Mad Max: Fury Road- A Righteous Cause

I think that the appeal of this film and it’s unmitigated, relentless violence speaks to a larger and unrecognized need for the return of the auteur. I think that we’ve lost our way somewhat with regard to studio manufactured tentpole franchises with so much enthusiasm that a film like this is a complete anomaly. I think that this kind of film, as an art form, is waning, not dying or going extinct, but not in fashion. I think that, and I mean this with all the respect I can muster, if Roger Ebert had seen Mad Max: Fury Road on his death bed he would have rallied and lived on another half decade at least, surviving on its ferocity alone. I believe this, having read the man’s work for years, and I mean it when I say I had a moment while trying to come up with a way of writing a review. I thought of Ebert and what he might have said and I honestly rolled a tear when I realized, He would have LOVED this film.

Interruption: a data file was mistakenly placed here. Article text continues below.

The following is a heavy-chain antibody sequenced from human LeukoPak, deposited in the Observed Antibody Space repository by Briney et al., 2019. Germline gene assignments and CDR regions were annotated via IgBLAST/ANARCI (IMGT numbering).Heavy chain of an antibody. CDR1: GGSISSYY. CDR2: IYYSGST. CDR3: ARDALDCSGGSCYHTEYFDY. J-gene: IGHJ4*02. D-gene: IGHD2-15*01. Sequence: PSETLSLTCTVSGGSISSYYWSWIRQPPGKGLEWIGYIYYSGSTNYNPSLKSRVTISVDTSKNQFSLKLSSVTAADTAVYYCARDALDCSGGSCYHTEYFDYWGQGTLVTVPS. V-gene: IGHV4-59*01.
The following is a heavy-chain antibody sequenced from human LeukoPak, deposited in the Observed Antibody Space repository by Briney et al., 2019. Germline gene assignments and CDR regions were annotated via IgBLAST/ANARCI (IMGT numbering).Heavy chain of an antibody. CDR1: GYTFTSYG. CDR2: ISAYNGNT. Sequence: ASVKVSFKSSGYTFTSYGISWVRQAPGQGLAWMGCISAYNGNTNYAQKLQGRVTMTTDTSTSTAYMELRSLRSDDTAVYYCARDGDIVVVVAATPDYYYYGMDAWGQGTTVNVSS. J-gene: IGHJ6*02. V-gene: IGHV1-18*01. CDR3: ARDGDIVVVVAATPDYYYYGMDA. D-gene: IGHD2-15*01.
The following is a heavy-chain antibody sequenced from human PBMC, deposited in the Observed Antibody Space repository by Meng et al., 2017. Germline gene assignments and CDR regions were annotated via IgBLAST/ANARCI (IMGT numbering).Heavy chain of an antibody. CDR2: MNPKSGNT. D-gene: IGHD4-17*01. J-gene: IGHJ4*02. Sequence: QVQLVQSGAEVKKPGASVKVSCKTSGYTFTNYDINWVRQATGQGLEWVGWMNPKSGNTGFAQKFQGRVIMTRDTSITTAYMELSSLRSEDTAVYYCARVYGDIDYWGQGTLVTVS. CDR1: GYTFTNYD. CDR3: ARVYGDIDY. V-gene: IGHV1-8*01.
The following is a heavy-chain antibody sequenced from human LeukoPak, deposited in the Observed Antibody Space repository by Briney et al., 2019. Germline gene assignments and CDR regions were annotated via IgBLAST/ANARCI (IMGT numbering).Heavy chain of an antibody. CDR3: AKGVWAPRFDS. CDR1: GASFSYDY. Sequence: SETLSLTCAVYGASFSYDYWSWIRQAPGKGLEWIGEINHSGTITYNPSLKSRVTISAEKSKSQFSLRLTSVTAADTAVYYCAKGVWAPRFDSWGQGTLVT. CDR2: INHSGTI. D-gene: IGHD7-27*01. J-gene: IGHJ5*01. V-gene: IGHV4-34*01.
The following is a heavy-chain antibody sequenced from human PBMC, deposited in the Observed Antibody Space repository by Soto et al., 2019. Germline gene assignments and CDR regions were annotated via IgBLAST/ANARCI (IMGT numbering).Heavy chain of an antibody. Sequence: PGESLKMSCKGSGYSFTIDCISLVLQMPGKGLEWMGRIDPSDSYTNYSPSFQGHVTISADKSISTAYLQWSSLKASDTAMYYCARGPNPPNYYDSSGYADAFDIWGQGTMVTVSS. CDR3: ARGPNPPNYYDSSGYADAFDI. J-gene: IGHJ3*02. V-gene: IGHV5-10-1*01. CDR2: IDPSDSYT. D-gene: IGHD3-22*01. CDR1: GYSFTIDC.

It’s not often that an auteur director returns to the franchise that made their name and when they do, it’s even more rare that they don’t ruin it entirely. Coppola had Godfather 3, Robert Rodriguez had his Once Upon a Time In For the Love of God How Did You Forget How to Edit a Film So That It Is Coherent. George Lucas has his prequels and he can keep them. Miller has influenced, well, nearly every action film you have seen in the last 30 years. Tarantino, Rodriguez, Bay, Lucas, Cameron, all the billions of dollars these cats have made all cut their teeth on this Australian auteur and his direction. And what’s more rare than that is that this humble and brilliant artist returned to his opus and showed these extraordinary action filmmakers what action filmmaking is. This is the master coming down from the mountain.